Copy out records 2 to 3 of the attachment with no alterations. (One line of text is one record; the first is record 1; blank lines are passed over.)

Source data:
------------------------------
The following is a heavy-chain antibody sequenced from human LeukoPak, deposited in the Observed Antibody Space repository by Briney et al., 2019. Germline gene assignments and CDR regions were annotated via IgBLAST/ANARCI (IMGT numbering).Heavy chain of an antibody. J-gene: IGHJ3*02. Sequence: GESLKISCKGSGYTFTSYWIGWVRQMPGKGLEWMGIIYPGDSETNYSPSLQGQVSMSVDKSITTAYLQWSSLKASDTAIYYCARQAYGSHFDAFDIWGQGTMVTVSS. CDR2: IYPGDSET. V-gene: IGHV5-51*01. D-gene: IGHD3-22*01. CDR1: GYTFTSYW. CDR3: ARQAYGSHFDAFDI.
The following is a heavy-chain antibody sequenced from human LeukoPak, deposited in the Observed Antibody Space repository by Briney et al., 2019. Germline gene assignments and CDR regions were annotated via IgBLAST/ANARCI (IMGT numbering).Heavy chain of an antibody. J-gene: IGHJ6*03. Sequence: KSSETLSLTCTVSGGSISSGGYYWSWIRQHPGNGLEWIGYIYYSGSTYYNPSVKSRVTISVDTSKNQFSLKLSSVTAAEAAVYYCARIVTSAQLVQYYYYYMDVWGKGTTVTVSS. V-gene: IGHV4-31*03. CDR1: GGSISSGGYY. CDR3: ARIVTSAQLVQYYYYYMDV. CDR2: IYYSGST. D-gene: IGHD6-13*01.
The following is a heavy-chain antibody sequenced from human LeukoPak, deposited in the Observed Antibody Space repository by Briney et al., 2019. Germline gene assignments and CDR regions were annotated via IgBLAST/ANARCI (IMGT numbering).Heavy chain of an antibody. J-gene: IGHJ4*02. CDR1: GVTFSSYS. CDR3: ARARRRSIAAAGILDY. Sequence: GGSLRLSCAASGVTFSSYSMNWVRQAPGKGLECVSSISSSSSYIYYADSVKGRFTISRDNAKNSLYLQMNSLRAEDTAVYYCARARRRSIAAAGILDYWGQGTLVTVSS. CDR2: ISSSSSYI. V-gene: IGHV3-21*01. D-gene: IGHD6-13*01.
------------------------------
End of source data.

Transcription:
The following is a heavy-chain antibody sequenced from human LeukoPak, deposited in the Observed Antibody Space repository by Briney et al., 2019. Germline gene assignments and CDR regions were annotated via IgBLAST/ANARCI (IMGT numbering).Heavy chain of an antibody. J-gene: IGHJ6*03. Sequence: KSSETLSLTCTVSGGSISSGGYYWSWIRQHPGNGLEWIGYIYYSGSTYYNPSVKSRVTISVDTSKNQFSLKLSSVTAAEAAVYYCARIVTSAQLVQYYYYYMDVWGKGTTVTVSS. V-gene: IGHV4-31*03. CDR1: GGSISSGGYY. CDR3: ARIVTSAQLVQYYYYYMDV. CDR2: IYYSGST. D-gene: IGHD6-13*01.
The following is a heavy-chain antibody sequenced from human LeukoPak, deposited in the Observed Antibody Space repository by Briney et al., 2019. Germline gene assignments and CDR regions were annotated via IgBLAST/ANARCI (IMGT numbering).Heavy chain of an antibody. J-gene: IGHJ4*02. CDR1: GVTFSSYS. CDR3: ARARRRSIAAAGILDY. Sequence: GGSLRLSCAASGVTFSSYSMNWVRQAPGKGLECVSSISSSSSYIYYADSVKGRFTISRDNAKNSLYLQMNSLRAEDTAVYYCARARRRSIAAAGILDYWGQGTLVTVSS. CDR2: ISSSSSYI. V-gene: IGHV3-21*01. D-gene: IGHD6-13*01.